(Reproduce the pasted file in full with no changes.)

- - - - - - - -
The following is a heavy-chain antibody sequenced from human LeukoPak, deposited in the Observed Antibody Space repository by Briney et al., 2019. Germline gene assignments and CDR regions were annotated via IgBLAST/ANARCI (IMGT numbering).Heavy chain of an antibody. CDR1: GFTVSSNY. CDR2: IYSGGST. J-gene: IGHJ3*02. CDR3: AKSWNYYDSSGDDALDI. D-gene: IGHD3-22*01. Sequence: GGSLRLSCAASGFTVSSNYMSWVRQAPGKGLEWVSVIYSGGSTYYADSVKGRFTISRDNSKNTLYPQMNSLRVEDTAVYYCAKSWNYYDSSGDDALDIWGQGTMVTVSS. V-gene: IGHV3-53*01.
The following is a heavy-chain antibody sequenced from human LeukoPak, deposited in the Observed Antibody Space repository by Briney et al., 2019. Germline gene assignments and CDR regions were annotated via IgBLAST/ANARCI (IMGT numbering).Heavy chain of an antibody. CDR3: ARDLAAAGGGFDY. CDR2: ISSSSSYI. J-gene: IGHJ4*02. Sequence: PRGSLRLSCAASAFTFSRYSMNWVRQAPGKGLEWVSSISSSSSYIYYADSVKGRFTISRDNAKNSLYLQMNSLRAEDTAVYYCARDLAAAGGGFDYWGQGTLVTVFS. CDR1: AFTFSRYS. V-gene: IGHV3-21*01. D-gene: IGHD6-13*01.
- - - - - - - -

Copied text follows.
The following is a heavy-chain antibody sequenced from human LeukoPak, deposited in the Observed Antibody Space repository by Briney et al., 2019. Germline gene assignments and CDR regions were annotated via IgBLAST/ANARCI (IMGT numbering).Heavy chain of an antibody. CDR1: GFTVSSNY. CDR2: IYSGGST. J-gene: IGHJ3*02. CDR3: AKSWNYYDSSGDDALDI. D-gene: IGHD3-22*01. Sequence: GGSLRLSCAASGFTVSSNYMSWVRQAPGKGLEWVSVIYSGGSTYYADSVKGRFTISRDNSKNTLYPQMNSLRVEDTAVYYCAKSWNYYDSSGDDALDIWGQGTMVTVSS. V-gene: IGHV3-53*01.
The following is a heavy-chain antibody sequenced from human LeukoPak, deposited in the Observed Antibody Space repository by Briney et al., 2019. Germline gene assignments and CDR regions were annotated via IgBLAST/ANARCI (IMGT numbering).Heavy chain of an antibody. CDR3: ARDLAAAGGGFDY. CDR2: ISSSSSYI. J-gene: IGHJ4*02. Sequence: PRGSLRLSCAASAFTFSRYSMNWVRQAPGKGLEWVSSISSSSSYIYYADSVKGRFTISRDNAKNSLYLQMNSLRAEDTAVYYCARDLAAAGGGFDYWGQGTLVTVFS. CDR1: AFTFSRYS. V-gene: IGHV3-21*01. D-gene: IGHD6-13*01.